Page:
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HACCP is a food safety system designed to identify and control hazards * that may occur in the food production process. The HACCP approach focuses on preventing potential problems that are critical to food safety known as 'critical control points' (CCP) through monitoring and controlling each step of the process. HACCP applies science-based controls from raw materials to finished product. It uses seven principles standardized by the Codex Alimentarius Commission.
Principle 1. Conduct a hazard analysis to identify hazards associated with the food and measures to control those hazards. Hazards could be biological (ex: pathogens); chemical (ex: toxins); or physical (ex: metal fragments).
Principle 2. Identify the critical control points (CCPs). These are points of the process at which the hazard can be controlled or eliminated (ex: cooking).
Principle 3. Establish critical limits for each CCP. A critical limit is the criterion that should be met to ensure food safety in a product (ex: minimum cooking temperature and time to ensure elimination of harmful bacteria).
Principle 4. Establish CCP monitoring procedures to ensure each CCP stays within its critical limits. Monitoring involves a series of observations or measurements to determine if the CCP is under control (ex: determine who and how temperature and time will be monitored during cooking).
Principle 5. Establish corrective actions if the CCP is not within the established limits. By applying corrective actions, the control of hazards is regained (ex: reprocessing or disposing of food if the minimum cooking time and temperature are not met).
Principle 6. Establish verification procedures to confirm that the HACCP plan is operating effectively and accordingly to written procedures. This verification may include reviewing HACCP plans, CCP records, microbial sampling (ex: testing time and temperature recording devices to verify that are calibrated and working properly).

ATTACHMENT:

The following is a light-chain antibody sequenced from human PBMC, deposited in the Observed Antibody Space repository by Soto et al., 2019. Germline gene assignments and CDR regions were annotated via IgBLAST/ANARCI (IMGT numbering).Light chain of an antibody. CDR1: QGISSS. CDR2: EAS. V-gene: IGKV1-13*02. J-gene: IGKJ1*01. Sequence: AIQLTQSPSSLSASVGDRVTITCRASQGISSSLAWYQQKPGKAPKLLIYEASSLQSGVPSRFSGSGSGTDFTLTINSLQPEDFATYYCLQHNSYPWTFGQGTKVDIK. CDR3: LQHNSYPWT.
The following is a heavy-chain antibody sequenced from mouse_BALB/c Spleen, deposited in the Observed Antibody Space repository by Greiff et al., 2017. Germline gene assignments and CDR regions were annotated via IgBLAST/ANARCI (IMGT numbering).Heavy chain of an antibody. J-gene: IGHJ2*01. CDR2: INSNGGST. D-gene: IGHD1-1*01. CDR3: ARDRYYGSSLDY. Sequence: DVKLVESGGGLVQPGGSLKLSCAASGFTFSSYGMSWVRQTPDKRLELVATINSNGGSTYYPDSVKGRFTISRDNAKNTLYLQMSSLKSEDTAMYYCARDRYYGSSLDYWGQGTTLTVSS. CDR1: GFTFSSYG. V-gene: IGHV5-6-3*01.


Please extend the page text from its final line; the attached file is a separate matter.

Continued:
Principle 7. Establish record-keeping and documentation procedures that demonstrate that HACCP is working properly. This includes monitoring documentation, actions taken to correct a potential problem, validation documents (ex: scientific information that supports the use of specific time and temperature for cooking).
In the past few years the food industry has faced new challenges such as the increasing number of emerging pathogenic bacteria (ex: E. coli 0157:H7), increasing public concern on chemical contamination of food (ex: lead in food, allergens). HACCP prevents and controls these and other major food safety concerns on the process; minimizing food safety risks on the product. HACCP allows food producers to offer a safer product to the consumers, protecting their health and life.
Although the main goal of HACCP is food protection, there are other benefits acquired through HACCP implementation, such as:
The cost of HACCP is associated with the initial analysis of the individual company and the standards to which they operate prior to development and implementation of the system. Some of the costs involved during the implementation and maintenance of HACCP are as follows:
For more information, email the CVO/Food Safety Knowledge Centre or call 204-795-8418 in Winnipeg.